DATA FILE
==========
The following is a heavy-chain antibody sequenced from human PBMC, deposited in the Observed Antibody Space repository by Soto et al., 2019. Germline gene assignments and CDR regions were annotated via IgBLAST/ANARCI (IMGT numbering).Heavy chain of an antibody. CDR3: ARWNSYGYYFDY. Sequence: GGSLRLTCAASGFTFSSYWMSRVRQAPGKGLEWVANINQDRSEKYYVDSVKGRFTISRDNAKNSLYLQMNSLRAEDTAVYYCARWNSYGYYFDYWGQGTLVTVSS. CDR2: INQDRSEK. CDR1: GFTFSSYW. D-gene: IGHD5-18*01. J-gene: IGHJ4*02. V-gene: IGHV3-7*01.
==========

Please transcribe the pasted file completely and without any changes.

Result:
The following is a heavy-chain antibody sequenced from human PBMC, deposited in the Observed Antibody Space repository by Soto et al., 2019. Germline gene assignments and CDR regions were annotated via IgBLAST/ANARCI (IMGT numbering).Heavy chain of an antibody. CDR3: ARWNSYGYYFDY. Sequence: GGSLRLTCAASGFTFSSYWMSRVRQAPGKGLEWVANINQDRSEKYYVDSVKGRFTISRDNAKNSLYLQMNSLRAEDTAVYYCARWNSYGYYFDYWGQGTLVTVSS. CDR2: INQDRSEK. CDR1: GFTFSSYW. D-gene: IGHD5-18*01. J-gene: IGHJ4*02. V-gene: IGHV3-7*01.